Battle Actions

In a neat little treatment, Ninja Crusade treats social (or Mental) combat in the same way as normal combat. But rather than creating two entirely different systems, they harmonized the two by generalizing actions to the following:

  • Inflict Harm
  • Plan Attack
  • Affect Composure (Mental Only)
  • Disarm
  • Initiate Grab
  • Break Grab
  • Knock back (Physical Only)
  • Knock down (Physical Only)
  • Mold Ki
  • Retreat
  • Sprint / Rush (Physical Only)
  • Use Jutsu

In response, the target can then choose their defence (which is also split along Mental and Physical)

  • Block / Parry
  • Brace
  • Catch (Physical Only)
  • Dodge / Evade
  • Find Cover

Once both characters have chosen their action and defence, the GM determines the Skill Combos for each, and they roll off.

Damage is determined by how much the attacker rolls over the Defender. Some attacks have a base amount of damage that occurs on top of any other factors.  Boosts and Dynamic Actions can be spent to further increase damage.


In order to stave off death, players may opt to take on Conditions, this is a tradeoff of taking instant damage in exchange for a longer-term penalty. It’s a great roleplaying opportunity, and while I am a little wary of having multiple players each nursing up to 4 conditions each, when used in moderation it can be fun.

Overall, the combat system is a bit involved and multi-layered, and those not used to a middle to high level of complexity in rules might find themselves losing track of the fiddly bits. In any given moment you’re tracking Gifts, Dynamic Actions, Karma, Boosts, Jutsu and Actions.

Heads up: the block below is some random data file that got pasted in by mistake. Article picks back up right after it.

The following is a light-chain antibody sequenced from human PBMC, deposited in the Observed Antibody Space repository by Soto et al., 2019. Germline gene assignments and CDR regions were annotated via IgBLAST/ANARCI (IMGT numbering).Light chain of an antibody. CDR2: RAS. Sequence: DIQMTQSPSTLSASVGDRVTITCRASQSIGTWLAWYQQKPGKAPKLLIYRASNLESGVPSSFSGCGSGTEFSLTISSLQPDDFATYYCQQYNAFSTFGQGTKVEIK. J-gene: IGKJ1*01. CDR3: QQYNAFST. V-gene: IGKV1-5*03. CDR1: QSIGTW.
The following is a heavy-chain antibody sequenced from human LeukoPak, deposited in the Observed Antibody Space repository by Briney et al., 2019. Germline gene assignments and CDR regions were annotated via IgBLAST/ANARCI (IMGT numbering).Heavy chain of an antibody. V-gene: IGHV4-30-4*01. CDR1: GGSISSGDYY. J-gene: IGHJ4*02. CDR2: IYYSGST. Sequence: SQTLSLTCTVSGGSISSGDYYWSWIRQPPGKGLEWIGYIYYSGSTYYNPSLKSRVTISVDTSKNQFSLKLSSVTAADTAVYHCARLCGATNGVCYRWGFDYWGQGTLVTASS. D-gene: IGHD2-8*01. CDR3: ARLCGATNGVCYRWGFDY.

What it does promise however, is a game with a lot of interesting avenues for cinematic ninja battles. I would definitely advise more than a few sample sessions of the combat system to get players to learn all the nooks and crannies as the system will shine if everyone is proficient at it.

Overall, big kudos to the Ninja Crusade team for putting this together. It’s unique, but not overly difficult to learn, and I’m glad they really stuck their necks out to try new combinations of what might feel like familiar rules to deliver the experience they wanted.

Next up, a look at Ninja Crusdade’s Setting, and Antagonists!

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Today we’re tackling the last parts of the Conan book, with a quick glance at the remaining chapters!

The Hyborean World

This is the dense setting chapter that talks about the world that Conan inhabits. Remember when I said way back at the start of this series that the RPG book is probably the most extensive treatment of Robert E. Howard’s worldbuilding? Well, that shines through in this chapter.

Each of the regions in The Hyborean World is given exhaustive treatment, with a discussion of geography, cultures, the people, customs and conflicts of each. Needless to say each of these is also filled to the brim with plot hooks and adventure ideas that could launch a ton of campaigns. GMs can zoom in and have a solid series of adventures around a given region like Aquilonia, for example, or do the Conan thing and go whole hog on a travelling campaign where the characters find themselves in new and exotic locales in every adventure.


This chapter is where the book breaks character to address the GM directly. In it, they relay the tasks and duties of a GM, and try to convey as many tips and tricks as possible to emulate the pulse-pounding thrills and chills of Conan’s pulp adventures.

In addition, there is also a long section talking about Momentum and Doom, and how to best use these resources to manage pacing and tension in a game.